Verifying a new customer’s identity when they open an account, or existing customer attempting to login to their account, is the point at which a host of questions must be answered in order for a brand to assign a trust tag to a customer.
While this a wholly sensible and necessary step in the identity verification journey, the level of friction that it creates has long been lamented by those responsible for monitoring application abandonment rates, or trying to create the optimal customer experience (CX) for their time-poor customers.
Systems have evolved along Knowledge Based Identity Verification (KB IDV) lines that require customers to provide information that they – and only they – should know. So that the two-way trusted transaction can take place.
However, this method of authenticating people has weaknesses, as people often share, lose, or unwittingly pass on this personal data or knowledge. This is one of the reasons why KB IDV-only solutions often find it challenging to address certain kinds of fraud.
Another complicating factor is the sometimes misleading feedback customers can give regarding the level of IDV friction they are prepared to accept at sign up and log in.
When asked in isolation if they’re happy being taken through authentication steps to protect themselves and their accounts, most will affirm their full support. But all too often in practice when certain bits of knowledge have been forgotten, or misplaced, customers are very quick to abandon that position and become frustrated with a brand that isn’t providing the kind of seamless access to their accounts they want. Customers are also often unaware that their personal data has probably been shared or hacked in the past, on a platform that has nothing to do with the firm that their account is held with today.
This then presents a difficult conundrum around digital trust that would seem unsolvable – especially as expectations around instant and ‘always on’ access increase by today’s digitally native customers.
The cost of damaging this kind of trust can be multifaceted. Finance firms report ‘abandonment’ rates as high as 60% (even higher in some cases) for some financial products, when customers are faced with lengthy IDV processes and forms at point of application. Additionally, if customers are repeatedly required to go through cumbersome IDV processes each and every time they attempt to process a transaction, the customer experience takes a negative hit. Over time this can also have an exponentially negative effect on how ‘trusted’ a brand is, “I know they say they are trying to protect my account, but do we have to go through this every time? Surely they know enough about me by now?!”.
This balance of two-way trust between a brand and its customer is essential, probably in financial services ‘the’ most important measure of future commercial success. A recent poll by Adobe put the scale of damage that broken trust could have on a brand with almost 71% of customers in the UK stating that they will stop dealing with a brand that has eroded their trust.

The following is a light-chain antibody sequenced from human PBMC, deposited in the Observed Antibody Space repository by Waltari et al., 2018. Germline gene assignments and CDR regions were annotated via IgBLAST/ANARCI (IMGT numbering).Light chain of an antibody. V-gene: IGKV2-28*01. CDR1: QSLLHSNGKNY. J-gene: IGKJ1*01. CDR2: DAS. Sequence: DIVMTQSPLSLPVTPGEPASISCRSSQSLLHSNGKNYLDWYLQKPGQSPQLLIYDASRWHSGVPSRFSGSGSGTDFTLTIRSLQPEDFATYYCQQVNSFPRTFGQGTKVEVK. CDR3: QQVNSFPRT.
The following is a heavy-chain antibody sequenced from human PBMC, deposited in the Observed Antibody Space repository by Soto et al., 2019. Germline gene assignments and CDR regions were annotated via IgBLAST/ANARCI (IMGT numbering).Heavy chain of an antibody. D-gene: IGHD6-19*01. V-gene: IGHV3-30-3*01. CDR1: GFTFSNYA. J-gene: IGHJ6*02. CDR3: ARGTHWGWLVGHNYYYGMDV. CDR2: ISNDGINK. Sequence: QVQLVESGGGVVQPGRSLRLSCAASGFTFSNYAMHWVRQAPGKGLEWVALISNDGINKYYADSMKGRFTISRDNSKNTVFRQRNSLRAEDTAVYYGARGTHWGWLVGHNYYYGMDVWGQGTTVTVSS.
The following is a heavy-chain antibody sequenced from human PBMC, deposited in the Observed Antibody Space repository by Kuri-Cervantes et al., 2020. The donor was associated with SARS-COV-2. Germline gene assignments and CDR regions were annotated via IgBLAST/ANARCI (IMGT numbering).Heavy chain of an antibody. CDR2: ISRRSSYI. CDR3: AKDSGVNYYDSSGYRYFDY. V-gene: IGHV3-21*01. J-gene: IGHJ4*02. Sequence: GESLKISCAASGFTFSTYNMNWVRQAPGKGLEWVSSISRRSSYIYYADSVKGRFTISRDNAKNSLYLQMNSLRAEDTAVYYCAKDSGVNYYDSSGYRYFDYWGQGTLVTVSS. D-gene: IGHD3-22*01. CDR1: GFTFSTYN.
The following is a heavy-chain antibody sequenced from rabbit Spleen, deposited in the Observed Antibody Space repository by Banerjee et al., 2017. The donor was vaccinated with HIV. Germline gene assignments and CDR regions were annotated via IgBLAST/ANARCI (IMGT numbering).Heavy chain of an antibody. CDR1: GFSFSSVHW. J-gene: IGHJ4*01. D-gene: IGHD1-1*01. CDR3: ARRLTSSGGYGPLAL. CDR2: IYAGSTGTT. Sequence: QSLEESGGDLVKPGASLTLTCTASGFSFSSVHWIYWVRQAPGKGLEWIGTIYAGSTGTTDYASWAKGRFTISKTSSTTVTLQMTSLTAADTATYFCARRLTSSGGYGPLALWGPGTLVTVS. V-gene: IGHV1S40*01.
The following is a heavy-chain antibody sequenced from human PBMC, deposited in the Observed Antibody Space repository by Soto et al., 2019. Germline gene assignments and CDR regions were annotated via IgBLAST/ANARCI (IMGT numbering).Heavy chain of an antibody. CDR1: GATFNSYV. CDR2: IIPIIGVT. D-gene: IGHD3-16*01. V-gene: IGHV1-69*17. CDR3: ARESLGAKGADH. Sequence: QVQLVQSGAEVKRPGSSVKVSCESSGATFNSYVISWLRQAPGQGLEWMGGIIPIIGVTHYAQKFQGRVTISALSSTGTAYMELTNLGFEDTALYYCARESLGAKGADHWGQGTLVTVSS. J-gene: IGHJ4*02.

So it would seem essential that firms trying to address the KB friction versus slick CX balancing equation, look to other types of technology to help them achieve this balance. Ensuring that they are still able to protect their customers and themselves from malicious attacks, but at the same time finally deliver the type of trusted customer experience that digitally native Gen Z customers have been brought up to expect.
A recent report by The Future Laboratory and sponsored by LexisNexis risk Solutions, called The Future of Digital Trust: Authentaverse, discusses at length how a host of technologies are rapidly being deployed by those at the forefront of digital trust and identity verification to not only create a much more seamless and non-intrusive method of digital trust - but also make those systems far more robust, and less open to being breached, than a system based purely on customer-entered information could ever be.
A recent example of a sector which has been successful in transforming its ability to create a much more customer friendly, but safe, method of establishing digital trust is the UK banking industry. The recent LexisNexis Risk Solutions Cybercrime Report in the UK showed that when analysing malicious account attack attempts, banks are using layers of intelligence that incorporate things such as behavioural biometrics, device intelligence, phone network, and email profiling data to build a digital identity network and enable them to know when it was safe to trust a customer.
This example of companies using shared intelligence and combing it with layers of digital insight has enabled UK banks to become one of the most trusted entities in the UK in comparison to other sectors of society, the Cybercrime Report showed.
As firms get to grips with the fact that ‘trust’ is one measure of customer opinion that will determine their future commercial viability it's becoming more important than ever that they embrace this transition to deploying smart layers of technology and insight, that builds on shared eco-systems of trust-data, as the key to help them avoid their antiquated knowledge based-only systems derailing their attempts at building that customer trust in the future.